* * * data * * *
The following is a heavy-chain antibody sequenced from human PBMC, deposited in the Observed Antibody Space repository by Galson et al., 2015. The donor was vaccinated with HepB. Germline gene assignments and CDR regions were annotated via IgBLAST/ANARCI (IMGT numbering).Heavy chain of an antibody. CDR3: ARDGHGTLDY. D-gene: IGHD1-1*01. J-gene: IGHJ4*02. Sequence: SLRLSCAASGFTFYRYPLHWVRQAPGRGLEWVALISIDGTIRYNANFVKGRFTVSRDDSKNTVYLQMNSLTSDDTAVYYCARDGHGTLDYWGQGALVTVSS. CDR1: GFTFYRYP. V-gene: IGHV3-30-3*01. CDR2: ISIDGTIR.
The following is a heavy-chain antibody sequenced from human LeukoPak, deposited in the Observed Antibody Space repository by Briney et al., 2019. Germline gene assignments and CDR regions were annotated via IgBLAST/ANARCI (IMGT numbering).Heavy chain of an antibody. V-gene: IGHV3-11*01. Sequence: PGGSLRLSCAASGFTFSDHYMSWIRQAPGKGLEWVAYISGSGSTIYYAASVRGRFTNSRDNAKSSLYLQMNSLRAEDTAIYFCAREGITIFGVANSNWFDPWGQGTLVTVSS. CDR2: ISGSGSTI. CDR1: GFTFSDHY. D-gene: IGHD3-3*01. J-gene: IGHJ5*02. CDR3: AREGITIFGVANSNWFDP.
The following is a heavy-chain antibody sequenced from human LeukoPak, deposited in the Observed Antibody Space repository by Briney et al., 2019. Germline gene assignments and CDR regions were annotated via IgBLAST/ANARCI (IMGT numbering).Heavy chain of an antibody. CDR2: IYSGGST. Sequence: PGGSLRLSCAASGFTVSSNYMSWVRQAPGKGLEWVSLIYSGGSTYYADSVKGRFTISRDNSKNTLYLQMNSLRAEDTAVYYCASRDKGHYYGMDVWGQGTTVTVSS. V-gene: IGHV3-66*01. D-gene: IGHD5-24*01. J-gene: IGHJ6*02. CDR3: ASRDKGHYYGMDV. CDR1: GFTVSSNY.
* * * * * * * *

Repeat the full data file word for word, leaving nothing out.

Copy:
The following is a heavy-chain antibody sequenced from human PBMC, deposited in the Observed Antibody Space repository by Galson et al., 2015. The donor was vaccinated with HepB. Germline gene assignments and CDR regions were annotated via IgBLAST/ANARCI (IMGT numbering).Heavy chain of an antibody. CDR3: ARDGHGTLDY. D-gene: IGHD1-1*01. J-gene: IGHJ4*02. Sequence: SLRLSCAASGFTFYRYPLHWVRQAPGRGLEWVALISIDGTIRYNANFVKGRFTVSRDDSKNTVYLQMNSLTSDDTAVYYCARDGHGTLDYWGQGALVTVSS. CDR1: GFTFYRYP. V-gene: IGHV3-30-3*01. CDR2: ISIDGTIR.
The following is a heavy-chain antibody sequenced from human LeukoPak, deposited in the Observed Antibody Space repository by Briney et al., 2019. Germline gene assignments and CDR regions were annotated via IgBLAST/ANARCI (IMGT numbering).Heavy chain of an antibody. V-gene: IGHV3-11*01. Sequence: PGGSLRLSCAASGFTFSDHYMSWIRQAPGKGLEWVAYISGSGSTIYYAASVRGRFTNSRDNAKSSLYLQMNSLRAEDTAIYFCAREGITIFGVANSNWFDPWGQGTLVTVSS. CDR2: ISGSGSTI. CDR1: GFTFSDHY. D-gene: IGHD3-3*01. J-gene: IGHJ5*02. CDR3: AREGITIFGVANSNWFDP.
The following is a heavy-chain antibody sequenced from human LeukoPak, deposited in the Observed Antibody Space repository by Briney et al., 2019. Germline gene assignments and CDR regions were annotated via IgBLAST/ANARCI (IMGT numbering).Heavy chain of an antibody. CDR2: IYSGGST. Sequence: PGGSLRLSCAASGFTVSSNYMSWVRQAPGKGLEWVSLIYSGGSTYYADSVKGRFTISRDNSKNTLYLQMNSLRAEDTAVYYCASRDKGHYYGMDVWGQGTTVTVSS. V-gene: IGHV3-66*01. D-gene: IGHD5-24*01. J-gene: IGHJ6*02. CDR3: ASRDKGHYYGMDV. CDR1: GFTVSSNY.